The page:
The NTSB has issued its findings in the June 4, 2007 crash of a Cessna Citation II into Lake Michigan, which killed the two crewmembers and four passengers. The Board cited “the pilot’s mismanagement of an abnormal flight control situation through improper actions, including lack of crew coordination and failing to control airspeed and to prioritize control of the airplane” as the probable cause of the crash.
In a final report released yesterday, the NTSB listed crew mismanagement of an abnormal flight situation and the pilots’ failure to control airspeed and prioritize control of the airplane as probable causes of the fatal crash of an aeromed Cessna Citation 550 into Lake Michigan on June 4, 2007.
Cessna 208B Caravan, Naches, Wash., Oct. 7, 2007–The Board attributed the
Socata TBM 700, Clovis, N.M., Dec. 22, 2008–The Board ruled that the pilot’s failure to complete the before-landing checklist led to his failure to lower the gear. The gear-up landing substantially damaged the single-engine turboprop. The pilot was using the autopilot for a straight-in approach to the non-towered airport’s Runway 22.
An NTSB interim factual report and findings from a flight simulation issued last month suggest that pilot error, not a runaway trim condition, caused the June 4, 2007 crash of a Cessna Citation II into Lake Michigan three minutes after takeoff from Milwaukee General Mitchell International Airport. The two crew and four passengers aboard N550BP were killed in the accident.
Steven Chealander, the public face of the NTSB during press conferences following the February 12 crash of Continental Connection Flight 3407 on approach to Buffalo Niagara International Airport, has left the safety agency and joined Airbus Americas.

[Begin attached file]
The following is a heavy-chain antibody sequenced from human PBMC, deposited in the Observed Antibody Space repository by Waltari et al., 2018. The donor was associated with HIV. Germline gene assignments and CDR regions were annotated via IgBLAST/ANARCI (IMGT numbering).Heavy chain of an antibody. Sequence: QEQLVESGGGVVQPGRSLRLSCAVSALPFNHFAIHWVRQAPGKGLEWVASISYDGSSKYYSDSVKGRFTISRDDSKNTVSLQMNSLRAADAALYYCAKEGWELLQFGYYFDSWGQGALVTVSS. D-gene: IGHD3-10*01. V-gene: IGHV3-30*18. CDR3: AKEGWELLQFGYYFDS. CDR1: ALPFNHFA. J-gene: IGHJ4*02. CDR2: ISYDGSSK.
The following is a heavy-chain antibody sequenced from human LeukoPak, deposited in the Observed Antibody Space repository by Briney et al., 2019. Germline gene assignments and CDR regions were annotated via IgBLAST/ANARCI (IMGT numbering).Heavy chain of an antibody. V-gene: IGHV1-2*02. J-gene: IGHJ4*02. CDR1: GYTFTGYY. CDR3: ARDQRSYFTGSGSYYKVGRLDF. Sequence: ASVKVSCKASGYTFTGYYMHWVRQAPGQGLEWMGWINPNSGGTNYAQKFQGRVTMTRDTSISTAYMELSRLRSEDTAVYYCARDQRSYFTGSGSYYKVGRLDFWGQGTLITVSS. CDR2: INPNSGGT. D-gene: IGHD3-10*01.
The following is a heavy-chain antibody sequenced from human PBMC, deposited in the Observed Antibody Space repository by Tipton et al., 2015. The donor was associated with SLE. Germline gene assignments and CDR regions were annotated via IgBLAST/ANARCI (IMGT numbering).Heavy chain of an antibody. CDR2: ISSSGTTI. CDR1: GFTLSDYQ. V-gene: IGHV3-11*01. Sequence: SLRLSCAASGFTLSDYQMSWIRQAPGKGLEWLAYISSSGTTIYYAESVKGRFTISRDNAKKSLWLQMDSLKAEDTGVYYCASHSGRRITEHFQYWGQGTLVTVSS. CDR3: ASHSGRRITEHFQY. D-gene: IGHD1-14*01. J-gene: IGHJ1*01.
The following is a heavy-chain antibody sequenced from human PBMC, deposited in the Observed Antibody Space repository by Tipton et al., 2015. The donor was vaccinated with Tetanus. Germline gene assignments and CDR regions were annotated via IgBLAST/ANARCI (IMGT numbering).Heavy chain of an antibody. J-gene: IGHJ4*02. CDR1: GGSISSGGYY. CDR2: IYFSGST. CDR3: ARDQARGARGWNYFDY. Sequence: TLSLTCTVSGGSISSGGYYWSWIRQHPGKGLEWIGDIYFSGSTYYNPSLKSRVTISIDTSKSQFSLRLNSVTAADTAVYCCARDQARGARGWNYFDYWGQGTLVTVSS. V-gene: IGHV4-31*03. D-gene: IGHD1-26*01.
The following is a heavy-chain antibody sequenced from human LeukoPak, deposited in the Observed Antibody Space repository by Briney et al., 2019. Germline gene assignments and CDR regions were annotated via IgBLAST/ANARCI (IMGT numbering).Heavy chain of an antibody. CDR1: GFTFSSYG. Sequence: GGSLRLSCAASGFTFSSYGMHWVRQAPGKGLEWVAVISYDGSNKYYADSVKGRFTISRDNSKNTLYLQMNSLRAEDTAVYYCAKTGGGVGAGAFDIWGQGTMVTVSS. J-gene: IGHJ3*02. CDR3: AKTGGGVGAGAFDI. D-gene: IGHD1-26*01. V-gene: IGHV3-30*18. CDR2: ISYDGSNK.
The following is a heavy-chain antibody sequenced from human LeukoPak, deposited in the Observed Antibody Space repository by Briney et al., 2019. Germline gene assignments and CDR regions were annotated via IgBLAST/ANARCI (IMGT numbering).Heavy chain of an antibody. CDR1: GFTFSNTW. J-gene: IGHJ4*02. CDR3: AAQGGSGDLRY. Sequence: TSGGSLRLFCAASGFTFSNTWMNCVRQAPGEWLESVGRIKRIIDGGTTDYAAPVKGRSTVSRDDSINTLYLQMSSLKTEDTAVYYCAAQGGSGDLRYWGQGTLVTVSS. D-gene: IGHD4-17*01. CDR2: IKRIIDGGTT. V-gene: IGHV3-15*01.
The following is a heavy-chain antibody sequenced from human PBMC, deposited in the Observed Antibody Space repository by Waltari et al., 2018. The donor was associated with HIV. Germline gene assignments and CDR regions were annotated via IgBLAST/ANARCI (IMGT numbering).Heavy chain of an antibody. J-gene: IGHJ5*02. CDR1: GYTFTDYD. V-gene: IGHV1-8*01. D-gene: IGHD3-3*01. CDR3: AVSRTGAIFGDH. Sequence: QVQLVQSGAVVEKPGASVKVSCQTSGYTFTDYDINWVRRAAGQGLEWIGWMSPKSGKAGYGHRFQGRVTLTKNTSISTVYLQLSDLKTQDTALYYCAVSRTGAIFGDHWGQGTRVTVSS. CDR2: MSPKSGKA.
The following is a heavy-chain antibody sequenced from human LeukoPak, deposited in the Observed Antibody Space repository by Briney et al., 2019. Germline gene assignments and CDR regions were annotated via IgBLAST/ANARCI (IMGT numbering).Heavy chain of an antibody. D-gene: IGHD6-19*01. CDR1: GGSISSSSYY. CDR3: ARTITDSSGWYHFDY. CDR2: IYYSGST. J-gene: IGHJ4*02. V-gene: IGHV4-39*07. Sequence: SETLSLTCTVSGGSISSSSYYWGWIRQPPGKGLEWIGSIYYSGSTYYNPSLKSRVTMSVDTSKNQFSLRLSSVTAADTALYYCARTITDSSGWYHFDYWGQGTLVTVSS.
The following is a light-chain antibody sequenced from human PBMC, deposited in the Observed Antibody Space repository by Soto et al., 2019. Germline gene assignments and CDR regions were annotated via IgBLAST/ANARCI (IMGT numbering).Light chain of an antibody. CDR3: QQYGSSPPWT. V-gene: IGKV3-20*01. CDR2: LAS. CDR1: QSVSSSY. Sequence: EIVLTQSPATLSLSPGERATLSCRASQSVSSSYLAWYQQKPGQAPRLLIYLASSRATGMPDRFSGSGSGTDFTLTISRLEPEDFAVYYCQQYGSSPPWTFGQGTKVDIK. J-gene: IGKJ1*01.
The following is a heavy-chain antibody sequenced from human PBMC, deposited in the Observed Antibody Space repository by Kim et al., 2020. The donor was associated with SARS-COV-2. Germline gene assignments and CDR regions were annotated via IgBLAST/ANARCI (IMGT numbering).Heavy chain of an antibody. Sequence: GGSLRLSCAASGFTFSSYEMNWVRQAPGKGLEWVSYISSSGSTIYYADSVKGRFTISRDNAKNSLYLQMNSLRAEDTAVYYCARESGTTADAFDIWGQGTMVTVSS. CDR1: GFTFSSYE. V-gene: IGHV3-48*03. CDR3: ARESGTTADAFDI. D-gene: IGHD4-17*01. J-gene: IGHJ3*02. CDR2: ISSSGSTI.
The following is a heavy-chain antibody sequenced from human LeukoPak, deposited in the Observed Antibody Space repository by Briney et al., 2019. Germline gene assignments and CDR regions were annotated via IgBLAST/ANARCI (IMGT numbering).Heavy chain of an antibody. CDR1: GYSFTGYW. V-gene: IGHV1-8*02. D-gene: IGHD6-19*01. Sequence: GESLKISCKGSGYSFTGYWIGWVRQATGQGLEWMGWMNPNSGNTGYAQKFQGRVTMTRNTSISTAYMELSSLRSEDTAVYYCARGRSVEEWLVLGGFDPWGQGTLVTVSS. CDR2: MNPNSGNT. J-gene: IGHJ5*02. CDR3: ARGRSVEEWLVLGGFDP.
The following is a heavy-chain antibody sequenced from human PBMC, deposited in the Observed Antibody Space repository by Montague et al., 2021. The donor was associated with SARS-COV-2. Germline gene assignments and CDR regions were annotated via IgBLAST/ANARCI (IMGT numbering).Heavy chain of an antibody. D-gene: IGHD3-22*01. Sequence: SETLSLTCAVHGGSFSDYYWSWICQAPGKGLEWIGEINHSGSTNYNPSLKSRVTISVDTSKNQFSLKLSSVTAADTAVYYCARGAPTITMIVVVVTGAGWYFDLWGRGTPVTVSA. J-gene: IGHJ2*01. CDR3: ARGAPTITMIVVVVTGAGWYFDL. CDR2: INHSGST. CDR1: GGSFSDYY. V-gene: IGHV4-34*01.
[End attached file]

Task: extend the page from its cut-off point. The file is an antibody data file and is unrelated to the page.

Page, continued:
The crash of a Colgan Air Bombardier Q400 that killed 50 people outside Buffalo in February once again has the industry group that represents U.S. regional airlines fielding some familiar questions about the level of safety its members guarantee to the traveling public.
Officials are all but ruling out sabotage in the November 4 crash of a Learjet 45 in Mexico City, which killed all nine aboard, including Mexican Interior Secretary Juan Camillo Mourino. Instead, a preliminary report suggests pilot error as a result of encountering wake turbulence from a Boeing 767-300 it was following on approach.
In an unusual move, the FAA has proposed an AD that would require pilots to view a new icing-awareness training video before they could serve as PIC of Mitsubishi MU-2Bs. The requirement would supplement a 1997 AD requiring MU-2B pilots to take an eight-hour training course about flying in icing conditions.